Savings are one of the primary reasons to move to the cloud. However many a time, organizations are confronted with bills that are larger than earlier on-premises expenses. Let’s understand why this happens and how you can save yourself the hand wringing by calculating your migration costs before you transition to the cloud.
Computing the cost of cloud migration is, unfortunately, not straightforward; in addition to comparing differences between on-premises and cloud prices, you have to consider a variety of other costs, such as data storage, refactoring, security, etc. It is easy to overlook expenses like employing new staff or deploying new services. Here’s a checklist of costs you must factor in to ensure your cloud migration is financially beneficial.
Capex (On-premises) vs Opex (Cloud Services)
Calculate your current on-premises costs
This is the very first step to undertake before you begin to move to the cloud. Your calculations should include the cost of existing hardware and software, and compare it to cloud-based options. This is not as easy as it looks, as on-premises infrastructure involves Capex expenses while cloud resources don’t, as they follow an Opex model. IaaS virtual hardware and SaaS applications only incur costs at actual. To overcome this you have to convert your on-premises Capex costs to Opex. One way is to divide your resources cost by the time you usually spend using them. while this isn’t an exact conversion—as it doesn’t account for costs that might augment the server’s life, like additional memory, or new hard disks—it nevertheless gives you a broad baseline to compare with equivalent costs in the cloud.
There are also some resources that you don’t need to pay for, like network switches, UPS units, network-attached storage, etc. You also won’t attract expenses, like electricity, physical site security, post migration.
It is common to see organizations simply transfer their applications and data (housed in on-premises storage) to public cloud (compute and storage services)
Here no refactoring costs need to be calculated, making migration costs simple to compute. However, this method—known as life-and-shift—may not be in your best interests and undermines some of the basic reasons you chose to move to the cloud. For instance, you may have large monolithic applications that can benefit from migration to containers and serverless computing.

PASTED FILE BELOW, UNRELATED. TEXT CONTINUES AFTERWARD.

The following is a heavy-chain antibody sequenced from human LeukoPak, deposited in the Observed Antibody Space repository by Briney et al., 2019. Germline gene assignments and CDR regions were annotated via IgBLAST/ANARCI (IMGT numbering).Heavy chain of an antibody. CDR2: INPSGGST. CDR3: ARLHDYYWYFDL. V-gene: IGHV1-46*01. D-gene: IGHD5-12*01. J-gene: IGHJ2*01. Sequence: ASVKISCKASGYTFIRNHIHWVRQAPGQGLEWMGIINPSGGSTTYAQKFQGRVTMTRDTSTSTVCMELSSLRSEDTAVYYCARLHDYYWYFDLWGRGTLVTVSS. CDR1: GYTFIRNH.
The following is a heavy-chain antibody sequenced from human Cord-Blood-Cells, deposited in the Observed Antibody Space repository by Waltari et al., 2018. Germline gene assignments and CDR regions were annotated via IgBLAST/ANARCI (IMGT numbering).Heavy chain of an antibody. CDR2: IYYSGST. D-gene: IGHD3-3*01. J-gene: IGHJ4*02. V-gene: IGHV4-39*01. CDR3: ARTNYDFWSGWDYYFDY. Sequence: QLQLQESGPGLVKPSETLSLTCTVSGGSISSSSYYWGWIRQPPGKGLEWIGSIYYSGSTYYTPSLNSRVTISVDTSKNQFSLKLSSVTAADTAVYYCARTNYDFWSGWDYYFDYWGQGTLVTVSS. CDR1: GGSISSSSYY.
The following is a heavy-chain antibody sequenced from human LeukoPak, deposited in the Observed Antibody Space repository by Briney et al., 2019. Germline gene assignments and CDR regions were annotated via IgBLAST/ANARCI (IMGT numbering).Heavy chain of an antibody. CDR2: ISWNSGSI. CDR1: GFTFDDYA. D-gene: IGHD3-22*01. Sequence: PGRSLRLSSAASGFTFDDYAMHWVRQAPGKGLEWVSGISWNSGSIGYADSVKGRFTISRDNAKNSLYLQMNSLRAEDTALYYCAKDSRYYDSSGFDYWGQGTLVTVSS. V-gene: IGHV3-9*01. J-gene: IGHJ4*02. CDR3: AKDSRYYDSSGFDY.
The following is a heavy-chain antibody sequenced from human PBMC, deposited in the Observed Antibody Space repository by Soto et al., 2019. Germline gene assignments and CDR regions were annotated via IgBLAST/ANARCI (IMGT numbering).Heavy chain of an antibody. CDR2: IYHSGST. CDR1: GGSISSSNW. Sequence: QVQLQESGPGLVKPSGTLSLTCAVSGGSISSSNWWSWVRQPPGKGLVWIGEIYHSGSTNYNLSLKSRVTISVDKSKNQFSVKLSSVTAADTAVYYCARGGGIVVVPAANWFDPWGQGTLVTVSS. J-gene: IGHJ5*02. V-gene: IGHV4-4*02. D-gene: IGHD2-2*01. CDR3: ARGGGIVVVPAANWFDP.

Of course, modifications such as converting a monolithic application to microservices is a cost factor as it requires a set of cloud services, many of which need the expertise to administer effectively.
Once you have calculated your on-premises IT cost, you need to calculate the cost of your planned cloud and compare both.
Calculating cloud costs involves many variables, there are different vendors and their pricing schedules to consider. Many also depend on regions and how many resources you consume. High volumes of cloud storage cost less than just a few gigabytes. The cost of reserving certain cloud services in advance is also less than simply consuming them as you go along. To make this task simpler, you can use calculator tools designed for this express purpose. AWS offers its AWS pricing calculator. Azure and Google Cloud too provide their own pricing calculators. Remember these calculators are native to their specific clouds. If you prefer a third-party option, try Apptio Cloudability or CloudCheckr; although these are more cost-optimization tools and are better at identifying the most economic option for your needs, they can’t predict costs as accurately as the cloud vendors’ own calculators.
Cost of auxiliary services
There is an array of add-on services that you’ll probably leverage once you move to the cloud, and these need to be calculated too.
Auxiliary services include services like CDNs (Content Delivery Network) add-on services to enhance cloud workload security, and improve performance. Obviously, the more of these services you use the higher your cloud bill.
There are various costs that can be easy to overlook, but must be anticipated. Don’t overlook costs like the ones below:
Cost of data migrations: If you have very large volume/s of data to move, you may end up using services like AWS Snowmobile, which will add up your costs.
Skills: If your existing IT team doesn’t have the requisite skills you will need to engage the services of a professional IT services business, which will add to your total cost.
Consultants: You may decide to hire a consulting company that specializes in handling cloud migrations, this is, for many, the smart choice, but it does augment cost.
Backup: don’t forget to calculate the cost of backup storage in the cloud—this cloud be on-premises or another cloud or a different region
A lot of your cloud management and administration can be automated. Tools like AWS Step Functions and Auto Scaling can automate workflows, or you may want to use Infrastructure as Code (IaC) to automate provisioning and deployment. Setting up these tools will add to your costs, as well.
Depending on the type and scale of your workloads, you may want to host them in containers, which calls for an orchestration platform, like Kubernetes. If you aren’t using Kubernetes currently, you will have to first set it up; also the cost of Kubernetes on-premises and in the cloud is different. Or you may choose to avail of Managed Kubernetes services, whatever you decide you should study the costs closely.
Unless you plan to go hybrid, there will be infrastructure in your on-premises environment that you just won’t need in the cloud. This will have to be decommissioned, and writing off infrastructures that have a useful lifespan remaining is an expense too. The exact cost of this write-off depends on how much life the hardware has and if you can repurpose it or sell all or some of it off.
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